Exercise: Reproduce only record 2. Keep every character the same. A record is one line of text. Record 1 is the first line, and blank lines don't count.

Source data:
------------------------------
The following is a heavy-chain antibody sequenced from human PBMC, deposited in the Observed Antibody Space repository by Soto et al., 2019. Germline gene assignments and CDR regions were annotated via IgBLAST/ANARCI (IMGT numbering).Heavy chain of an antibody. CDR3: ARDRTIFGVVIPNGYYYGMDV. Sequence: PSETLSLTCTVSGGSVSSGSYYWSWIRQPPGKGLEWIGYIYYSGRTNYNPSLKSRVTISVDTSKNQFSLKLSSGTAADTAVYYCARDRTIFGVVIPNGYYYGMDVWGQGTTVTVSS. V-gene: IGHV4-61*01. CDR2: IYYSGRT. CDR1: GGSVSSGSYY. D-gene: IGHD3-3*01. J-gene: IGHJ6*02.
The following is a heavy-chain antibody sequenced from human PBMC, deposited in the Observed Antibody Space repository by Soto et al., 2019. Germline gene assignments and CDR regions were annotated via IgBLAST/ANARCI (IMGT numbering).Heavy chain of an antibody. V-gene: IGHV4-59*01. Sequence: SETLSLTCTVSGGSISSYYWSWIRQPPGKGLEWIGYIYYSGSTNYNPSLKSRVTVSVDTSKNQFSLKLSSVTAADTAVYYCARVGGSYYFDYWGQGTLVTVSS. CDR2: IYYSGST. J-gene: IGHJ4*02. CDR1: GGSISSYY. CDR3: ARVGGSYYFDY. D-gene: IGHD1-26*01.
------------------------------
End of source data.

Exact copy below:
The following is a heavy-chain antibody sequenced from human PBMC, deposited in the Observed Antibody Space repository by Soto et al., 2019. Germline gene assignments and CDR regions were annotated via IgBLAST/ANARCI (IMGT numbering).Heavy chain of an antibody. V-gene: IGHV4-59*01. Sequence: SETLSLTCTVSGGSISSYYWSWIRQPPGKGLEWIGYIYYSGSTNYNPSLKSRVTVSVDTSKNQFSLKLSSVTAADTAVYYCARVGGSYYFDYWGQGTLVTVSS. CDR2: IYYSGST. J-gene: IGHJ4*02. CDR1: GGSISSYY. CDR3: ARVGGSYYFDY. D-gene: IGHD1-26*01.